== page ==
The idea for a space elevator had mostly economic reasons, means to lift up stuff more cheaper than with chemical propelled rockets buth this

math does not included all values those have to be considered for a valid calculation today. Untill today we do not have developed a material that

is capable to manage such high tensile forces and as the development is in still in process, we cannot count the final development investments

that have to be included into the general calculation. Even if we have such a material developed some day, the effects by erosion within the Earth

atmosphere, by weather, and outside the Earths atmosphere, by radiation, and by abrasion have to be investigated also to get the values how

long such a material will last during operation until it needs to get exchanged. So there are additional (high) investments to be done.

In addition, as such a device is a potential target for terrorist acts, the airspace around the elevators base up to 36k feet altitude and within a

radius of, lets say 200km, must be protected 24/7 by military equipment/manpower and just this fact will boost down a calculation for an economic

operating finally.

Of course, the research on such strong materials is fascinating and will bring benefits for a use on Earth, and/or on future missions on celestrial

bodies maybe, but I would say that a use of a space elevator on/from Earth will not work due to technical and economic reasons.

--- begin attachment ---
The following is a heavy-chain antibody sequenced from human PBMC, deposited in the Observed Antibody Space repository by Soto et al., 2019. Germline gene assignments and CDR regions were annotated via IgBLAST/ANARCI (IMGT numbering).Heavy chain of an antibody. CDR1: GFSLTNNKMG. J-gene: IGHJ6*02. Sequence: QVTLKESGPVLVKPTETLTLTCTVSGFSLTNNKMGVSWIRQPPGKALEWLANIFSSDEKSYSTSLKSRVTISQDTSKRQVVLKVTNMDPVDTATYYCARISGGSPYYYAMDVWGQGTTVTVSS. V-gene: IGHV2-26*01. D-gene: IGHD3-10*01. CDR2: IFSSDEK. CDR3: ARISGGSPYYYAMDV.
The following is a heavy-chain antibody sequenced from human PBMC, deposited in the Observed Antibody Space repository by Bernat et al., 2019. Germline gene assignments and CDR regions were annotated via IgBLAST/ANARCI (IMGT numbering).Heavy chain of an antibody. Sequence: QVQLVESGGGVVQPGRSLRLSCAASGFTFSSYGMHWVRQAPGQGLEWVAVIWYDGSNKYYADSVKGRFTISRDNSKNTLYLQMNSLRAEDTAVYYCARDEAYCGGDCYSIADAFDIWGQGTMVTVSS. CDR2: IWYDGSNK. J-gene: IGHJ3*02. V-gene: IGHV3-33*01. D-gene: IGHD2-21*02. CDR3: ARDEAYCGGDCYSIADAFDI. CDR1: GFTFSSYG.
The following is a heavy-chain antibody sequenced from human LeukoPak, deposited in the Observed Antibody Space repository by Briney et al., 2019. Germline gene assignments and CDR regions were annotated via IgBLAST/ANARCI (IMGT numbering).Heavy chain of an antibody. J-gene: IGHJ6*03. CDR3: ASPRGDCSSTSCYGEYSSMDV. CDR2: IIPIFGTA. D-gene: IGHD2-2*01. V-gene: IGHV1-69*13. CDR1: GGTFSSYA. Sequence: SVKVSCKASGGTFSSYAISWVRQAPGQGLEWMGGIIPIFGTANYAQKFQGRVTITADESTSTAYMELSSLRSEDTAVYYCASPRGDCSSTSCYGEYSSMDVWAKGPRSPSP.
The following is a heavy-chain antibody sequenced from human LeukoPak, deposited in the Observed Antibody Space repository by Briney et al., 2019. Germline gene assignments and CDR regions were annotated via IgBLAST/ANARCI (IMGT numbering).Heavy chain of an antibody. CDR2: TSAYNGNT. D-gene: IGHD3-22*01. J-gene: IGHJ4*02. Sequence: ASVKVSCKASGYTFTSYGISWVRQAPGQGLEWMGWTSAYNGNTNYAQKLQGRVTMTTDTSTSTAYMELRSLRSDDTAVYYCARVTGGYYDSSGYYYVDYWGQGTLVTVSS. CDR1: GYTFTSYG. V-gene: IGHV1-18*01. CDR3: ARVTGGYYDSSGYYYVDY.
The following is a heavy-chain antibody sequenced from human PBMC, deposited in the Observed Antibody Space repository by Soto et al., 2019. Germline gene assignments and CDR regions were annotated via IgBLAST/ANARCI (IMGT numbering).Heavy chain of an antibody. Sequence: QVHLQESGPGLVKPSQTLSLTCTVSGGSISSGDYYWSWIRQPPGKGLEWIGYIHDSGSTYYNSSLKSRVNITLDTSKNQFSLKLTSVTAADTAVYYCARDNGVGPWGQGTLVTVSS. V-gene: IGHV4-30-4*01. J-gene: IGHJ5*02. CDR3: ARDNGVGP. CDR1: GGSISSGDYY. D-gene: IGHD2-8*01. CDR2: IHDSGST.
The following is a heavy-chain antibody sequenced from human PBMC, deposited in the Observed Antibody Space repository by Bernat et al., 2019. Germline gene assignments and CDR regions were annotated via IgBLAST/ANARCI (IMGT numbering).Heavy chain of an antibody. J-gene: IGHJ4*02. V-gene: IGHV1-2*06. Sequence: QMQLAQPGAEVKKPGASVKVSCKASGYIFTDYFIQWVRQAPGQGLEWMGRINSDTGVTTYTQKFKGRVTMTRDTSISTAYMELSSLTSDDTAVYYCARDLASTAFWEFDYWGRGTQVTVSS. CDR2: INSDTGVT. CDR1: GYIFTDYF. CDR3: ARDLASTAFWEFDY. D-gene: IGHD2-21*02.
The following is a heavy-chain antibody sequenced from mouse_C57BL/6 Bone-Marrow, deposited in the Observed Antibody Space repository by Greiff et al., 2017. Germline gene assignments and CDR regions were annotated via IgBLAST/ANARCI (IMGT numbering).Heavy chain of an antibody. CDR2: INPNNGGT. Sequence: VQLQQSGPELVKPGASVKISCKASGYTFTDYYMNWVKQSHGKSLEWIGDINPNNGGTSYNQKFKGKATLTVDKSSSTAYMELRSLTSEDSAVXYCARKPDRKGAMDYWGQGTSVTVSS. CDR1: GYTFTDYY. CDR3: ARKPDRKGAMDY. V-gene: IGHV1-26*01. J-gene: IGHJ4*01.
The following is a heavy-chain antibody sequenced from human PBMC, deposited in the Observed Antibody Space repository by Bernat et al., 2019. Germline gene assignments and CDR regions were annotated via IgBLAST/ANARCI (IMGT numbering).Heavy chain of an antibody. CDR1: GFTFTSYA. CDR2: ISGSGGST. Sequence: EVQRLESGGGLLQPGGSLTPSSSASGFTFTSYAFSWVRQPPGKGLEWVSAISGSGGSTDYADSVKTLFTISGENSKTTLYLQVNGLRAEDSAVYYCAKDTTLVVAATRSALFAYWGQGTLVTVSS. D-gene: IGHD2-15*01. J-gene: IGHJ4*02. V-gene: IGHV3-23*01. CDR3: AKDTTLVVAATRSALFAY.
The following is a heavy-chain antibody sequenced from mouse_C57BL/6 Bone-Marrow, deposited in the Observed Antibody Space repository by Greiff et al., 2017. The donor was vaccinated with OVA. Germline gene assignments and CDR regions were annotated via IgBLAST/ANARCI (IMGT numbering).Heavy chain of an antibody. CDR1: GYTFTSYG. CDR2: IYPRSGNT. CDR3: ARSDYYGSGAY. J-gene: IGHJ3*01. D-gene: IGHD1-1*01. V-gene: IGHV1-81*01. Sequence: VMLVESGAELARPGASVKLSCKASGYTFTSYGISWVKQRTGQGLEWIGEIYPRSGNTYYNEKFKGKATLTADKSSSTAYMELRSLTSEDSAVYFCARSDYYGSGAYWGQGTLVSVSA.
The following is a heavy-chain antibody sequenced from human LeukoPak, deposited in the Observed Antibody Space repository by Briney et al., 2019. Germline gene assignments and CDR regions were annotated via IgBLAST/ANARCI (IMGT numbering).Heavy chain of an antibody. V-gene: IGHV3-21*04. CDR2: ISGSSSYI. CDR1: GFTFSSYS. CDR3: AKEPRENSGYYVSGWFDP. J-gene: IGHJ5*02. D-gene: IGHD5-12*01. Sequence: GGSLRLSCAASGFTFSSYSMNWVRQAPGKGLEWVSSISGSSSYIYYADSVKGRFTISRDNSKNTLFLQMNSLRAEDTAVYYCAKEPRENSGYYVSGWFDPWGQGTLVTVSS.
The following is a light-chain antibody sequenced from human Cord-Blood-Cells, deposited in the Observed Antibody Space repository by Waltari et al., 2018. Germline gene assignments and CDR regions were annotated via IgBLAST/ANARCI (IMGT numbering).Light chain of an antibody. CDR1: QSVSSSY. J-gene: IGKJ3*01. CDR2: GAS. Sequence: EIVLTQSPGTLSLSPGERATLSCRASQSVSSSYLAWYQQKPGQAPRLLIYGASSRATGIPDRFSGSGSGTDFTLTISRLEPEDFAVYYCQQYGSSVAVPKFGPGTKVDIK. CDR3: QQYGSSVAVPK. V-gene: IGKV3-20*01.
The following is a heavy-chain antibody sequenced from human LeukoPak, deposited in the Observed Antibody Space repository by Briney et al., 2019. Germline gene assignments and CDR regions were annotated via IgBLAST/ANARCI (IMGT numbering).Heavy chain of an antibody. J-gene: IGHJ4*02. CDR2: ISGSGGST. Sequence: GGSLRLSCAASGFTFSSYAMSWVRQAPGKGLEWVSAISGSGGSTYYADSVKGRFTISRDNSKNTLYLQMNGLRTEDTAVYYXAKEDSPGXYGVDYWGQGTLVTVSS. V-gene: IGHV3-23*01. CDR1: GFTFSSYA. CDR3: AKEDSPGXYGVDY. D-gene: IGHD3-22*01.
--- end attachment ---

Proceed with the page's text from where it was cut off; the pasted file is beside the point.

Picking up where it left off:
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Waspie_Dwarf

The first substantiated thoughts about a possible space elevator were made in the early sixties, so at a time were just a handfull of satellites

The idea of a space elevator goes back much further than that:

The key concept of the space elevator appeared in 1895 when Russian scientist Konstantin Tsiolkovsky was inspired by the Eiffel Tower in Paris. He considered a similar tower that reached all the way into space and was built from the ground up to the altitude of 35,790 kilometers, the height of geostationary orbit. He noted that the top of such a tower would be circling Earth as in a geostationary orbit. Objects would attain horizontal velocity as they rode up the tower, and an object released at the tower's top would have enough horizontal velocity to remain there in geostationary orbit. Tsiolkovsky's conceptual tower was a compression structure, while modern concepts call for a tensile structure (or "tether").

Source: wikipedia

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toast

The idea of a space elevator goes back much further than that:

Source: wikipedia

Yeah I know, but thats why I used the word substantiated to bring my post into the time were space exploration was still in progress.

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Waspie_Dwarf

Yeah I know, but thats why I used the word substantiated to bring my post into the time were space exploration was still in progress.

Never exclude Tsiolkovsky, a total genius but relatively unknown in the west. Without him there would have been no Goddard and von Braun.

For anyone wanting to know more about Space Elevators may I recommend Arthur C. Clarke's "Fountains of Paradise". Written in 1979 it predicts materials very similar to Graphene and carbon nanotubes.

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regeneratia

Heinlein said it was one of two of the most economical ways out of the atmosphere. The other one is via a sling-shot method.

I wouldn't underestimate Heinlein. He had great foresight.

I donate to the Kansas City Space Pirates: https://en.wikipedia.org/wiki/KC_Space_Pirates

My son outgrew his space pirate t-shirt. I will have to get another.

Edited by regeneratia